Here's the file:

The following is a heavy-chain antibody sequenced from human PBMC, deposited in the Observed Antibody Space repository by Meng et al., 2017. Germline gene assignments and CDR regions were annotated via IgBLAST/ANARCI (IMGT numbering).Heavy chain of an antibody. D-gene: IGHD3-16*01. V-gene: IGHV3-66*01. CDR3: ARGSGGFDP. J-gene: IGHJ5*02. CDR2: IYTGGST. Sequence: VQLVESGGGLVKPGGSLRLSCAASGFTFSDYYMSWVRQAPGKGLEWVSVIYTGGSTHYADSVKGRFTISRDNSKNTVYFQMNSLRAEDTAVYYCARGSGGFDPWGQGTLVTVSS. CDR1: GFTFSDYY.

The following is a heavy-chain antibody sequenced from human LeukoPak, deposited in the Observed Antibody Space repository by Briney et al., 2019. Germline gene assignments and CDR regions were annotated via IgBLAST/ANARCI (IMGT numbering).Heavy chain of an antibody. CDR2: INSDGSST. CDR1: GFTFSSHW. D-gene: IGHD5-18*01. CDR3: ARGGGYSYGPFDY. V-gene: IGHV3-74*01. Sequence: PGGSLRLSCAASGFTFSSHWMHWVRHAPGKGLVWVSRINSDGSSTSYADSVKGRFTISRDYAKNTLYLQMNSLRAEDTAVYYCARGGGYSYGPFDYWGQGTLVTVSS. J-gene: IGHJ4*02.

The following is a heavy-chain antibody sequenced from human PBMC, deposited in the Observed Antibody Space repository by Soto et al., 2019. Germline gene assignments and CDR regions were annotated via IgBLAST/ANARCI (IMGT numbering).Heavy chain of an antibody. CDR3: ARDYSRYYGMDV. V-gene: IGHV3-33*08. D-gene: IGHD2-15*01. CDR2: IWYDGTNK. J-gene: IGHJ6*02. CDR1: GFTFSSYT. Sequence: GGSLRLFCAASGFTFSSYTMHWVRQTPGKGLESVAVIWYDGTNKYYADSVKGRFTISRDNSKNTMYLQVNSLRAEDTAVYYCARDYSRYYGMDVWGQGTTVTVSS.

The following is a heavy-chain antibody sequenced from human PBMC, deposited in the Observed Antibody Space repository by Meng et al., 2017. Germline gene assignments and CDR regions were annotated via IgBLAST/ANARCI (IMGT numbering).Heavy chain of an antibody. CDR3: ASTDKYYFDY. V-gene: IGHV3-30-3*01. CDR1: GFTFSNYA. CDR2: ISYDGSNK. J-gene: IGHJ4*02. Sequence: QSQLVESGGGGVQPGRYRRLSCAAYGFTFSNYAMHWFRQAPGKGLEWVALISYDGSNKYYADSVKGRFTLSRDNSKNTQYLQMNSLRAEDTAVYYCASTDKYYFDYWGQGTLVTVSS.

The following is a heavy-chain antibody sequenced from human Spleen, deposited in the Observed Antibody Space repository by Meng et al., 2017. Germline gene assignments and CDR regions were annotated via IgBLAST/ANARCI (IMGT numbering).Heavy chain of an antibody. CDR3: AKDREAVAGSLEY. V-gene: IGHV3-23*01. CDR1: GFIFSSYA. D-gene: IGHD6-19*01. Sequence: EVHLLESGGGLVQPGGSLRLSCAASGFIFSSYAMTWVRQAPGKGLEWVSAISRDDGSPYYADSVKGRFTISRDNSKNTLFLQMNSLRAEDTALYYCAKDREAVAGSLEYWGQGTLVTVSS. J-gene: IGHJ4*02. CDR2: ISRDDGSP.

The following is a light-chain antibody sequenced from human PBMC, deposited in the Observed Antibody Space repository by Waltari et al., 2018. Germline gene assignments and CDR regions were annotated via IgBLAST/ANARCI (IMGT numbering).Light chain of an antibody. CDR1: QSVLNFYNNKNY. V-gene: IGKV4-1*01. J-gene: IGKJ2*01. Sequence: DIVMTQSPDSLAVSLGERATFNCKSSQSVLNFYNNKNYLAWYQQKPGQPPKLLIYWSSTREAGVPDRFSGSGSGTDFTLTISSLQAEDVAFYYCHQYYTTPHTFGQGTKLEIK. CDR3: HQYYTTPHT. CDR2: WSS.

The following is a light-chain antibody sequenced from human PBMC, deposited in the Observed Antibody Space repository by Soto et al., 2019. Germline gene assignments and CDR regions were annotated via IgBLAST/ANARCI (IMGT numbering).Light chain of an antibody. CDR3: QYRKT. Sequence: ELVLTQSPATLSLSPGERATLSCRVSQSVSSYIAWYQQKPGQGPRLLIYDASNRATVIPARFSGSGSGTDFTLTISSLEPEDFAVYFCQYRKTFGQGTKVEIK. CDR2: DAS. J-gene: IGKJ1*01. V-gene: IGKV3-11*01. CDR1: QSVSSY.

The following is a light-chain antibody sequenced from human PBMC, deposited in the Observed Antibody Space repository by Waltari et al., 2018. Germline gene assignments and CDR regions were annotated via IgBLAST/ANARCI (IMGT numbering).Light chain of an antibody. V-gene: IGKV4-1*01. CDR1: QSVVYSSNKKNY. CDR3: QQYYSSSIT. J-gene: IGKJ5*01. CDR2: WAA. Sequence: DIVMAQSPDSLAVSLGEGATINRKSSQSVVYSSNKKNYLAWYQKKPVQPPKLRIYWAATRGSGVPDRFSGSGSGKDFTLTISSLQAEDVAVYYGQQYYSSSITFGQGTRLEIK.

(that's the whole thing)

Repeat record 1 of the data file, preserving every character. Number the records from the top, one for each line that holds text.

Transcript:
The following is a heavy-chain antibody sequenced from human PBMC, deposited in the Observed Antibody Space repository by Meng et al., 2017. Germline gene assignments and CDR regions were annotated via IgBLAST/ANARCI (IMGT numbering).Heavy chain of an antibody. D-gene: IGHD3-16*01. V-gene: IGHV3-66*01. CDR3: ARGSGGFDP. J-gene: IGHJ5*02. CDR2: IYTGGST. Sequence: VQLVESGGGLVKPGGSLRLSCAASGFTFSDYYMSWVRQAPGKGLEWVSVIYTGGSTHYADSVKGRFTISRDNSKNTVYFQMNSLRAEDTAVYYCARGSGGFDPWGQGTLVTVSS. CDR1: GFTFSDYY.